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Australia’s construction to remain sluggish up until 2020

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World Cement,

Australia’s construction industry suffered a dramatic decline in 2015: in real terms, the industry’s output contracted by 4.0% in 2015, following an average annual increase of 5.6% in the preceding four years. This was mainly due to a decline in the mining-related construction activity, which reflected the drop in investment following the fall in global commodity prices. Looking at the near future, Timetric forecasts the industry to decline further in 2016-2018, by an annual average of 2.7%, before a slow pick-up in 2019-2020.

Despite a slowdown in the mining sector and the cancellation of various oil and gas projects, the infrastructure, commercial and institutional construction markets will contribute to the industry’s output over the forecast period (2016 -2020). This is a result of a rise in government spending on the education and healthcare sectors, and retail sales growth. In addition, various infrastructure development programs such as the Investment Road and Rail Program, the Black Spot Program, the Roads to Recovery Program and the National Highway Upgrade Program will support the Australian construction industry.

Residential construction is anticipated to remain the largest market over the next five years with 34.7% of the total industry’s value in 2020, driven by low interest rates, migration to urban regions, a growing population and a rise in building permits.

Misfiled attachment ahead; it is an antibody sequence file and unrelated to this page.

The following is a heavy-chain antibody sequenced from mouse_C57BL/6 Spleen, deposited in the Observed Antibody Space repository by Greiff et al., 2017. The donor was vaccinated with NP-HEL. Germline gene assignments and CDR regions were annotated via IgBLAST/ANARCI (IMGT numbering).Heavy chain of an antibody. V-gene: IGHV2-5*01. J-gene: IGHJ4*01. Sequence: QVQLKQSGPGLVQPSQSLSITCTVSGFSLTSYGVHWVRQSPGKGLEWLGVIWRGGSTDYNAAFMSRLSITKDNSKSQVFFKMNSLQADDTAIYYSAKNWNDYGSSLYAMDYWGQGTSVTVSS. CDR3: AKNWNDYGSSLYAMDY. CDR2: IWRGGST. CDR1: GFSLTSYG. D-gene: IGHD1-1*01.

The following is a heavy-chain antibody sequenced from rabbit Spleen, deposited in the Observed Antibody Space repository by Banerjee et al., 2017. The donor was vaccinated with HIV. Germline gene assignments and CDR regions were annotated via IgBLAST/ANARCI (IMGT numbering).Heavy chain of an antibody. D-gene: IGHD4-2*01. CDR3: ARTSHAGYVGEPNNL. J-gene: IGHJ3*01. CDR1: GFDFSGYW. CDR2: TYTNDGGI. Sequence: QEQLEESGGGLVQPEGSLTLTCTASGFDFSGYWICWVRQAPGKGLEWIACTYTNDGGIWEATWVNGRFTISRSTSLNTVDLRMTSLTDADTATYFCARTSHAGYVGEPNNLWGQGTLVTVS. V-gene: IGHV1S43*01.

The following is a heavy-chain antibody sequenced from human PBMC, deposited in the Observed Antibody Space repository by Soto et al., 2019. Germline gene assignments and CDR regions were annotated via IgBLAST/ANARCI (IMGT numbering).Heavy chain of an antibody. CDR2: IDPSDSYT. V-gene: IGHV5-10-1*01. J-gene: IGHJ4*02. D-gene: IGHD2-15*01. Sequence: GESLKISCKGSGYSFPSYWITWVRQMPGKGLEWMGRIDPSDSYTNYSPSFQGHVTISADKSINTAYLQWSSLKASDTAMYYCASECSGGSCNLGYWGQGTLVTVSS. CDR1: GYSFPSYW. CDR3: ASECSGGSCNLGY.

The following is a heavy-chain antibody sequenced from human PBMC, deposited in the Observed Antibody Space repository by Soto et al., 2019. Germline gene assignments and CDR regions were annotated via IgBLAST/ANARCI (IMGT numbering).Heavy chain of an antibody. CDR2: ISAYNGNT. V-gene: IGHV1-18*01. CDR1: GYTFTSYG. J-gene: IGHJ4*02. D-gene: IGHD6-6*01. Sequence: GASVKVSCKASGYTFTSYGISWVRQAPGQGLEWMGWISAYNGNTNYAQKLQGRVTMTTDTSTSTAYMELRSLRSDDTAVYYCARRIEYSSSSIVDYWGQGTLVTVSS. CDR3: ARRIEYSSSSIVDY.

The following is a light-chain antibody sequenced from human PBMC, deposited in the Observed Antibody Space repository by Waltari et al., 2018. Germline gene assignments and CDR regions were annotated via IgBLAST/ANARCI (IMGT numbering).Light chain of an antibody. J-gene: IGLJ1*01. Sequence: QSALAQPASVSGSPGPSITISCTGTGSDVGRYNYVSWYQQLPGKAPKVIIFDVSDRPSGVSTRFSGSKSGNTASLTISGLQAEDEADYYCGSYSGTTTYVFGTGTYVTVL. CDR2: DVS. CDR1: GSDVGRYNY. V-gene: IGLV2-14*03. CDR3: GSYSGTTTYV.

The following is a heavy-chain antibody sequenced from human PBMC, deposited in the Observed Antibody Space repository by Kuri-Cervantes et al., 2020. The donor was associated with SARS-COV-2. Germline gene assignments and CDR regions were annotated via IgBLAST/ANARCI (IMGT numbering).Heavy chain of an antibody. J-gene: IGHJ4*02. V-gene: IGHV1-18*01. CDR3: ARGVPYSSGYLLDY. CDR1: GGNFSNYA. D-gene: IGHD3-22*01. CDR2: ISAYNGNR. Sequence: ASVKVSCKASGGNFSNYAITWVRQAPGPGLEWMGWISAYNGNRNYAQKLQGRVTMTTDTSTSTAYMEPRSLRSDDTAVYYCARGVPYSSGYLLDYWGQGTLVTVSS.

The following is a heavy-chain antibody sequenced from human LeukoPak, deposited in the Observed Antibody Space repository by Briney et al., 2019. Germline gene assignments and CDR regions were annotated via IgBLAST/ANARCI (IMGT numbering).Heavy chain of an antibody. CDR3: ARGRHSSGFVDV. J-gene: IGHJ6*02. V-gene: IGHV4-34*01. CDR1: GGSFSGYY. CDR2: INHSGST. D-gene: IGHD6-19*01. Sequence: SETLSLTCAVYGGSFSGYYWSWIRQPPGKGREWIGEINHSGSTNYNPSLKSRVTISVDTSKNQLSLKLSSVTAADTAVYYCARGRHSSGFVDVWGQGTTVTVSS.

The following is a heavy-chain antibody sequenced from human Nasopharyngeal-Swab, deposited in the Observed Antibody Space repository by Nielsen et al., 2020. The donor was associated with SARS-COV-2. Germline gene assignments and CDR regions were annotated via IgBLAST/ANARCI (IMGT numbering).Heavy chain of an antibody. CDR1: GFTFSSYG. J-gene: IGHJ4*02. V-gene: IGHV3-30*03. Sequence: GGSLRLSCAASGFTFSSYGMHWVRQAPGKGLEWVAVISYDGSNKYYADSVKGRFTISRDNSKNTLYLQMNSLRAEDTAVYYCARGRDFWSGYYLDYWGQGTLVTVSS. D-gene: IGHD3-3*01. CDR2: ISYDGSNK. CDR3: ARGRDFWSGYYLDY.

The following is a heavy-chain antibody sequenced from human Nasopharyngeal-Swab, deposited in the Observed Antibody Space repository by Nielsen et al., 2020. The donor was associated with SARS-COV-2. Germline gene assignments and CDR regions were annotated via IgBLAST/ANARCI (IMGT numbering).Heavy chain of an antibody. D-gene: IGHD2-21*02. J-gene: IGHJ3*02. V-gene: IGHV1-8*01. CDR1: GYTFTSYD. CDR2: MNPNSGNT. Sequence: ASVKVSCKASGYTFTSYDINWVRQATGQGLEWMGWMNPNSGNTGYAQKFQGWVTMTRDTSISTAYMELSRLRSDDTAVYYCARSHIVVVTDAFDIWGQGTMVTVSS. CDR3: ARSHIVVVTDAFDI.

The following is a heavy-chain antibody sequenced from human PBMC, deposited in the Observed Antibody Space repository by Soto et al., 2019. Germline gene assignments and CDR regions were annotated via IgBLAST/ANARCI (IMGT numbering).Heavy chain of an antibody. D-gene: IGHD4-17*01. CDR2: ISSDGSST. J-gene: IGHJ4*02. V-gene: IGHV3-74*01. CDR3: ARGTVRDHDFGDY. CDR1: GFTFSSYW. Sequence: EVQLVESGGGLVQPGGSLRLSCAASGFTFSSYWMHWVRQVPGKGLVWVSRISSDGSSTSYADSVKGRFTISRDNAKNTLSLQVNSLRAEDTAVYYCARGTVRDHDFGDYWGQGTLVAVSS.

The residential construction market has been a major driver of growth in Australia’s overall construction industry in the past two years, offsetting much of the recent weakness in mining and energy-related construction projects. A key contributing factor in the residential sector’s rapid growth has been the rising investment in high-rise residential projects. Official data on approvals for residential projects reveal that high-rise residential is by far outpacing the expansion in other sectors, notably housing for which there has been a slowdown in the rate of increase in approvals. However, there are risks associated with this rapid expansion.

Danny Richards, Lead Economist at Timetric’s CIC, comments: “This boom in high-rise residential buildings is generating anxiety among policymakers, with the Reserve Bank of Australia (RBA) recently warning that if the expansion continued along current trends, it could lead to an excessive increase in construction activity and future supply overhang, with the inner-city areas of Melbourne and Brisbane being particular areas of concern.”

Adapted from press release by Joseph Green

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